Required reading from Greg Greenwald:
In the past two weeks, the following events transpired. A Department of Justice memo, authored by John Yoo, was released which authorized torture and presidential lawbreaking. It was revealed that the Bush administration declared the Fourth Amendment of the Bill of Rights to be inapplicable to "domestic military operations" within the U.S. The U.S. Attorney General appears to have fabricated a key event leading to the 9/11 attacks and made patently false statements about surveillance laws and related lawsuits. Barack Obama went bowling in Pennsylvania and had a low score.
Here are the number of times, according to NEXIS, that various topics have been mentioned in the media over the past thirty days:
"Yoo and torture" - 102
"Mukasey and 9/11" -- 73
"Yoo and Fourth Amendment" -- 16
"Obama and bowling" -- 1,043
"Obama and Wright" -- More than 3,000 (too many to be counted)
"Obama and patriotism" - 1,607
"Clinton and Lewinsky" -- 1,079
There's another angle of critique that Greenwald neglects -- it's not just rampant narcissism on part of journalists, but the culture of corporate media.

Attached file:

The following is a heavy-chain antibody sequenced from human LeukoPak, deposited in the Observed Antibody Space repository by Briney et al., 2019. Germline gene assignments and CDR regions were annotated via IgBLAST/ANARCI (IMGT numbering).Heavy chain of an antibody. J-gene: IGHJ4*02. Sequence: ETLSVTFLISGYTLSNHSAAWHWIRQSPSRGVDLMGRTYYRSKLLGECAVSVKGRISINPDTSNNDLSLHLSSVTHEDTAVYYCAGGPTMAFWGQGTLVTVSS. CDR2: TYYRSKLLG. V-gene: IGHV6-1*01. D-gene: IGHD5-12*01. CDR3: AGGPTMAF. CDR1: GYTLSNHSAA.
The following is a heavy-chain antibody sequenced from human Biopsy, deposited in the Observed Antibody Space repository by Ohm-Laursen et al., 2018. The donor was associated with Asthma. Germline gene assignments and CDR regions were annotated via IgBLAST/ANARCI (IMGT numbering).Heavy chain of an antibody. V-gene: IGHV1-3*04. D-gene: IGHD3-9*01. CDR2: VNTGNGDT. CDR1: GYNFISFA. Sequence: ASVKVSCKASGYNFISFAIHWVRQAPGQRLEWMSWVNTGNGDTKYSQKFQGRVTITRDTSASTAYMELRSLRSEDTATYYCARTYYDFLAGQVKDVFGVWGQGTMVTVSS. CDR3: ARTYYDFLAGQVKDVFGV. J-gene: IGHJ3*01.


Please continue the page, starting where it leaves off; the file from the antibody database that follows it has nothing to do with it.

Journalists are expected to contribute to the bottom line, i.e., turn a profit for the parent company. I wrote earlier about a survey which found that 91% of newspaper, magazine, TV, radio, and online journalists believed their top priority to be to "make [his/her] publication successful by creating appealing content for its audiences." Journalists have internalized the values of their owning corporation in lieu of their commitment, their civic duty, to provide to the public the necessary information to protect our democratic values and form of governance.
So, it's no wonder that the media have largely ignored the Department of Justice memo and neglected to cover of the occupation of Iraq more thoroughly as of late -- journalists think, for their own self-serving interests, that trivial matters like Obama's bowling score are more important to the American people than attacks on American civil rights and liberties.